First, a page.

Please consider using an established method and (ideally) implementation for this purpose. Take a look at how other systems do this. Even though the potential attacks mentioned here may seem like they would not apply to your use case, it is bad practise to use methods you know to be insecure, just because you think the insecurities may not apply to your specific system. Using good algorithms and padding has almost no additional cost, but gains you the peace of mind that your system is secure, instead of "probably secure because the attacks probably do not apply to it, I hope".

Finally, the standard caveats about "don't implement the crypto yourself, use an established library" apply, and this question has a large number of good answers concerning best practises for cryptography and can serve as a good starting point for further research.

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  • $\begingroup$ “it may be possible to create a forged message with the same hash as the message you signed”: no, this is not the case. It is possible to create two messages with the a given prefix and a given suffix. There are situations where this is a dealbreaker, because the attacker can cause the signing party to include a payload in the middle of the message that the attacker controls, with P1 being an inoccuous payload that the signer willingly signs and P2 being a nefarious payload such that the resulting MD5 are the same. But if the message is under full control of the signer then MD5 isn't broken. $\endgroup$ – Gilles Mar 21 '16 at 22:07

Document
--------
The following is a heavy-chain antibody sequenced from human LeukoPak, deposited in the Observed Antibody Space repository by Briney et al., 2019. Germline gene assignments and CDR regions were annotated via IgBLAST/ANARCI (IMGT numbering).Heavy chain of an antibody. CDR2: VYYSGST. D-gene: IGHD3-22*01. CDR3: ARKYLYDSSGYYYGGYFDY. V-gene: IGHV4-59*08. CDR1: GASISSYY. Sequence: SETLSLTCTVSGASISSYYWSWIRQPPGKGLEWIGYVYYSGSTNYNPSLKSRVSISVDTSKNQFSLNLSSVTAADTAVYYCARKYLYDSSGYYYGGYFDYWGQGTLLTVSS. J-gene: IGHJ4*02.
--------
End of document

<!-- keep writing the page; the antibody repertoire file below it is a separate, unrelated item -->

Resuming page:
• $\begingroup$ (cont.) Not to say that MD5 shouldn't be replaced, but it's not systematically broken. The points about unpadded RSA are a bigger concern. But the recommended padding mode is PSS (PKCS#1 v1.5 does have weaknesses, not necessarily critical but it shouldn't be used in new protocols). $\endgroup$ – Gilles Mar 21 '16 at 22:09
  • $\begingroup$ Thank you for the info, I had indeed misunderstood things. I added PSS and replaced the explanation about md5 with a pointer to your comments and the other answer. $\endgroup$ – malexmave Mar 22 '16 at 8:11
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As pointed by Henno Brandsma and SEJPM in comments, two things can go bad:

  1. Because no signature padding is used, there is a risk of multiplicative forgery. After you have signed plausibly many times, and disclosed the signatures, an adversary will be able to deduce a valid signature for some message that he chooses almost entirely. See Jean-Sébastien Coron, Yvo Desmedt, David Naccache, Andrew Odlyzko, and Julien P. Stern, Index Calculation Attacks on RSA Signature and Encryption.

  2. Because you use MD5, which collision-resistance is broken including with chosen prefix, some adversary might craft part of your project to be nefariously changeable without changing the MD5 hash, thus the signature. For example if your project is delivered as a an executable starting with code maliciously written by some compiler vendor, that code can be crafted so that it performs normally (that's what you'll believe it always does) or, by changing a few bits of that code, it becomes a keylogger. That can be done in such a way that whatever your own code is, that few bit change does not alter the MD5 hash. It's also feasible to cryptographically hide what the nefarious code is/does to one who does not know the few bits to change.

To prevent these attacks, use RSA signature padding like RSASSA-PSS of PKCS#1; and a better hash, like SHA-256.